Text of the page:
• Reduced Recovery Time (RTO): In the event of a system failure, hot backups enable a quicker restoration process, as the live system already synchronises with the backup data.

Disadvantages of Hot Backup:

  • Increased System Overhead: Depending on the backup size, the continuous backup process will consume substantial system resources while other services are still running. The increased system overhead can slow down the backup, the server, and the services the customers use and may impact performance.
  • Complexity: Hot backup implementations can be more complex than cold backups, requiring specialised software and expertise. Incremental backups can mitigate system resource utilisation, but handling incremental backups makes the already complex process even more complex.
  • Potential Data Integrity Issues: Simultaneous data access from both the live system and the backup process can increase the risk of data corruption.

What is a Cold Backup?

Cold backup is any backup for which you first need to halt all the customers’ services and the databases from which data comes and goes. Then, you start copying the data and transfer it to another storage location.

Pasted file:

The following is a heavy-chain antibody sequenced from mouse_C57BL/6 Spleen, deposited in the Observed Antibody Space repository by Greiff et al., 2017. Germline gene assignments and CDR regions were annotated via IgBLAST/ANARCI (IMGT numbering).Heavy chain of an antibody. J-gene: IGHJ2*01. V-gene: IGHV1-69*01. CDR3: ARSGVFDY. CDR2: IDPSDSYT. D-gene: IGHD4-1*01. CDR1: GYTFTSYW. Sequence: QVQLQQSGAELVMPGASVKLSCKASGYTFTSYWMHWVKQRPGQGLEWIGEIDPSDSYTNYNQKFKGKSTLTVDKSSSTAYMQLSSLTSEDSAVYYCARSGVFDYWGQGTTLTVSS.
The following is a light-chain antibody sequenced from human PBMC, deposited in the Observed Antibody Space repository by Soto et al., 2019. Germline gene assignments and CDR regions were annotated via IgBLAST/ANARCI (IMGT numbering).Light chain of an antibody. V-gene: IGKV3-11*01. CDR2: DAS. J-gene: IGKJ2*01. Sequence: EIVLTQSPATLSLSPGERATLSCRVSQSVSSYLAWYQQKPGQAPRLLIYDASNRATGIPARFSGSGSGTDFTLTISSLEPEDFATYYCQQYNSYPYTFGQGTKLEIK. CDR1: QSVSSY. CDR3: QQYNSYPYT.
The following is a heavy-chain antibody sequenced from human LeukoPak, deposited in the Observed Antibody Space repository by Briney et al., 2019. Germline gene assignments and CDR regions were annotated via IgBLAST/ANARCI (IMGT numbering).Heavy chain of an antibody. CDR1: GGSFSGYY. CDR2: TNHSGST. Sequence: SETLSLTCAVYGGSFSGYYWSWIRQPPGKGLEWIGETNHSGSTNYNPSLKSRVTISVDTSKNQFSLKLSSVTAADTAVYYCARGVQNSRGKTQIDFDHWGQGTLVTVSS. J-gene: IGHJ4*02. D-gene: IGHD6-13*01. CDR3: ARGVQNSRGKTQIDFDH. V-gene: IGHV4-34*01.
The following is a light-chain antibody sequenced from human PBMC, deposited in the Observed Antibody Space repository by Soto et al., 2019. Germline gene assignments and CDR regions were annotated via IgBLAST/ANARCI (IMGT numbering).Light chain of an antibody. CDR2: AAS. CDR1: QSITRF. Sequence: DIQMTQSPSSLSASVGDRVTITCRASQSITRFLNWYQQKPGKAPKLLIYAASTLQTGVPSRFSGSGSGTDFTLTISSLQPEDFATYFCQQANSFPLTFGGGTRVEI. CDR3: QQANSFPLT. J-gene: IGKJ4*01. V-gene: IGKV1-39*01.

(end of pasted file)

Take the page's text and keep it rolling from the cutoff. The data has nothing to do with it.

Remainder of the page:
This method captures a point-in-time data snapshot, providing a complete and consistent representation at the backup time.

Such backups do not ensure business continuity, and customers will suffer. However, a cold backup, also known as a static or offline backup, offers some advantages that no other backup type can offer.

Advantages of Cold Backup:

  • Simplicity: Cold backups are relatively simple to implement and require minimal technical expertise.
  • Reduced System Overhead: Cold backups do not consume system resources during the backup process, minimising performance impact.
  • Enhanced Data Integrity: Cold backups create a static copy of the data, reducing the risk of data corruption due to concurrent access.